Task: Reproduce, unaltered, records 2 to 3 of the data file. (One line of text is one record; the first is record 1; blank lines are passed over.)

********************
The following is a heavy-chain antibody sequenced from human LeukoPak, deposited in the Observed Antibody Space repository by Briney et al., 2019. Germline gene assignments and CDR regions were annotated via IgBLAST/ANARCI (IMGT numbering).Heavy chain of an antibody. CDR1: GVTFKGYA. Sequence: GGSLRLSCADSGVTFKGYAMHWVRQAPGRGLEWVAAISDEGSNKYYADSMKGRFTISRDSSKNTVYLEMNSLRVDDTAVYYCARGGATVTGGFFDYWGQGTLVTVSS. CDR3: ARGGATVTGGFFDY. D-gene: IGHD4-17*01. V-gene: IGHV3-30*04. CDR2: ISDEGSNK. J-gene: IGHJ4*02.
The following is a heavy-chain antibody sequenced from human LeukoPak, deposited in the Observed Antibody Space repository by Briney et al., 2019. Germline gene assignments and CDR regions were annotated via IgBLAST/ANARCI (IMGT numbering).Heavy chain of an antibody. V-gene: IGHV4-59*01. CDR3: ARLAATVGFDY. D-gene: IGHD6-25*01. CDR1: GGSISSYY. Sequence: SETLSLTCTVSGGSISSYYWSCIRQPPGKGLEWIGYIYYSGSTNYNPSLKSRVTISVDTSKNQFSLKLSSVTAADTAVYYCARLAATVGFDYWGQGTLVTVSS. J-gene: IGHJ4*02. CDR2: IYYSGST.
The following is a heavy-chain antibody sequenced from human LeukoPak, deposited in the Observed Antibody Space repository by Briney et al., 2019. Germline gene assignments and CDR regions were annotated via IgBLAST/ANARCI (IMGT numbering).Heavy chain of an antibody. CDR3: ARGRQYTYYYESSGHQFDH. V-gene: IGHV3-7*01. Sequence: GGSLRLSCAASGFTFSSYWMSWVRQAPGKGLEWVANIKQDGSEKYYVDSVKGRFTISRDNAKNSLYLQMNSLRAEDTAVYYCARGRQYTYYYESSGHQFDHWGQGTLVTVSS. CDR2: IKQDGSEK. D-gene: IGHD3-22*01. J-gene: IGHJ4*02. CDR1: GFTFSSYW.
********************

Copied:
The following is a heavy-chain antibody sequenced from human LeukoPak, deposited in the Observed Antibody Space repository by Briney et al., 2019. Germline gene assignments and CDR regions were annotated via IgBLAST/ANARCI (IMGT numbering).Heavy chain of an antibody. V-gene: IGHV4-59*01. CDR3: ARLAATVGFDY. D-gene: IGHD6-25*01. CDR1: GGSISSYY. Sequence: SETLSLTCTVSGGSISSYYWSCIRQPPGKGLEWIGYIYYSGSTNYNPSLKSRVTISVDTSKNQFSLKLSSVTAADTAVYYCARLAATVGFDYWGQGTLVTVSS. J-gene: IGHJ4*02. CDR2: IYYSGST.
The following is a heavy-chain antibody sequenced from human LeukoPak, deposited in the Observed Antibody Space repository by Briney et al., 2019. Germline gene assignments and CDR regions were annotated via IgBLAST/ANARCI (IMGT numbering).Heavy chain of an antibody. CDR3: ARGRQYTYYYESSGHQFDH. V-gene: IGHV3-7*01. Sequence: GGSLRLSCAASGFTFSSYWMSWVRQAPGKGLEWVANIKQDGSEKYYVDSVKGRFTISRDNAKNSLYLQMNSLRAEDTAVYYCARGRQYTYYYESSGHQFDHWGQGTLVTVSS. CDR2: IKQDGSEK. D-gene: IGHD3-22*01. J-gene: IGHJ4*02. CDR1: GFTFSSYW.